I have read a lot about dive watches from people who don’t dive. One person even said that it was ugly. The Tuna’s beauty is in it utility, and in its utility is its beauty. An armchair Captain Nemo will probably no understand the Tuna. The Tuna comes into its own in very deep and very dark water and at very deep night dives. Down there, in the halls of the great black blue, the Tuna speaks to the diver in a why other watches just can’t. You have to go down there, way, way down there and see the face and how big it looks to you when and where you must know exactly what time it is. On the edge of the abyss you not have the energy or time to “search” for the hands. Down there, you want the hands of your watch to come up off your wrist and tap you on the nose.

    • JNN

      The audience’s approach to the Tuna has and will always be bipolar, and has nothing to do with whether or not they dive. (I bet you more owners and fans of the Tuna are not divers than are divers.) This fact contributes to the Tuna’s popularity within the watch-enthusiast community. You either hate it or you love it, and this won’t change whether you wet-dive or you desk-dive. So there’s no need to denigrate anyone’s taste. I personally love the Tuna’s long-standing individuality and technical competence, no matter if it’s called by some as masculine or ugly.

    • jaypea

      Well put Sir. This this is the essence of a good dive watch.

      • AlaskaFreddy

        I wish that we could take all the folk who love the assorted, varied functional “dive” washes and put them in charge of a dive boat somewhere on or near the equator, and let only the new divers with their new dive watches sign up for the dive. Then, with tide and current just right, say, “Please set your dive watch to the time on the Dive Masters watch, thank you.” Then, with it about 90 degrees / 32 C, sit back and watch how much time it actually takes for the whole dive group to adjust their “dive” watch. Let’s see, 20 people X 2 minutes! Oh, I forgot, these are relatively new divers and that watch on their wrist is relatively new and it has 20 functions. Lol! Oh, who actually sets their dive watch to the dive master?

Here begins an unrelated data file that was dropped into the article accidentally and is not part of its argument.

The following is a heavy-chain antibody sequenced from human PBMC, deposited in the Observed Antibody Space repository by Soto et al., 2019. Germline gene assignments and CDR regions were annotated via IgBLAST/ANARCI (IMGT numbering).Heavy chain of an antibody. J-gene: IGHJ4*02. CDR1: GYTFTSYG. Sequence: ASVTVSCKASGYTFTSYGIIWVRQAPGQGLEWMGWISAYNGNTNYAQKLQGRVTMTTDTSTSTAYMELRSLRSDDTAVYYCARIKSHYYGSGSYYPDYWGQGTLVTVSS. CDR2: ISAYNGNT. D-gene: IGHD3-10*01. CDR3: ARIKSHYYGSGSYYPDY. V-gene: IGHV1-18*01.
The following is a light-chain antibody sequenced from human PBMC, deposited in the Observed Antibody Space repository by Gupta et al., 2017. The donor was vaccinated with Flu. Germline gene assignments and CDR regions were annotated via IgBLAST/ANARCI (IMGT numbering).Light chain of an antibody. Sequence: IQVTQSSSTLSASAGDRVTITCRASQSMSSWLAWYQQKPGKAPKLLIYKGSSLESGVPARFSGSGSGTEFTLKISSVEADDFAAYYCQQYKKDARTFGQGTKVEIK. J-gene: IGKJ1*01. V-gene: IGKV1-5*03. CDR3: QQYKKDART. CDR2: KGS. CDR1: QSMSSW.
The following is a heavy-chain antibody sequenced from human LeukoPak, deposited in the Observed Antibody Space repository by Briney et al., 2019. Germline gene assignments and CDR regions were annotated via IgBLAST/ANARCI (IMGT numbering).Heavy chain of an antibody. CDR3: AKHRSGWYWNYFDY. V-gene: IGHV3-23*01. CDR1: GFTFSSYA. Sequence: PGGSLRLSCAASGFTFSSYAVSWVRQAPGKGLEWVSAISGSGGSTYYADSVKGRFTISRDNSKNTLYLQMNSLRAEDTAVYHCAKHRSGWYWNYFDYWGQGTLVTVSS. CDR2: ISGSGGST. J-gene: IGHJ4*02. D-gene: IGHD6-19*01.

• AlaskaFreddy

    I promise to come up to at least 20 meters before I try to spell!

  • Joselito

    Sir I bought seiko prospex SRP653k1 but i hate the straps when i perspire specially that I live in the phils. it sticks to my skin, so i plan to buy a steel strap of seiko diver 6309 stainless strap 22mm. Now my question is, is the strap can fit to case of the watch? tnx. God Bless..

  • miguelhilario

    Well, they just stuck a PADI monicker on your favorite watch. I was going to buy a sbbn 035 until I saw it the PADI version online. To me that means it’s not a true Marinemaster professional and cheapens the nobility and heritage of the name. I’m a tech and cave diver myself and although I have an old basic PADI open water cert, I wouldn’t want “PADI” slapped on any of my watches, let alone a Marinemaster. Definitely no such thing as a PADI commmercial saturation diver certification. Professional indeed.

  • Joe Deats

    Well written and interesting series of articles this one is a nice addition to your wonderful series on what many consider the best watch made for the money. I’m not a diver but I do require a very durable and water resistant watch for many of my hobbies (not to mention my career) and because I live in North Idaho which by default means I must deal with hostile weather quite a bit.

    I’ve found that with its inherent water resistance and a tough shroud the Seiko tunas are well suited for a life spent in snow, water and tough outdoors hobbies. I compete in 3 gun competitions, go off-roading, hiking and generally immerse myself in all that North Idaho has to offer. I have yet to see any of my Seiko tunas or even the less expensive divers fail.

    Yes I suppose I could use the Casio Pathfinder or Suuno series of watches but honestly the Seiko’s just have such wonderful style and I prefer a watch that isn’t digital and I really do believe the watch is an exstension of who I am and I’m not a fan of all the digital nonsense.

    When I meet a man the things I look at first are his shoes and his watch. If he’s wearing combat boots or workboots and a Seiko tuna I know thats a man I can work with. Sadly I meet more men who think brightly colored sneakers are men’s footwear and their cellphone is an acceptable time keeper.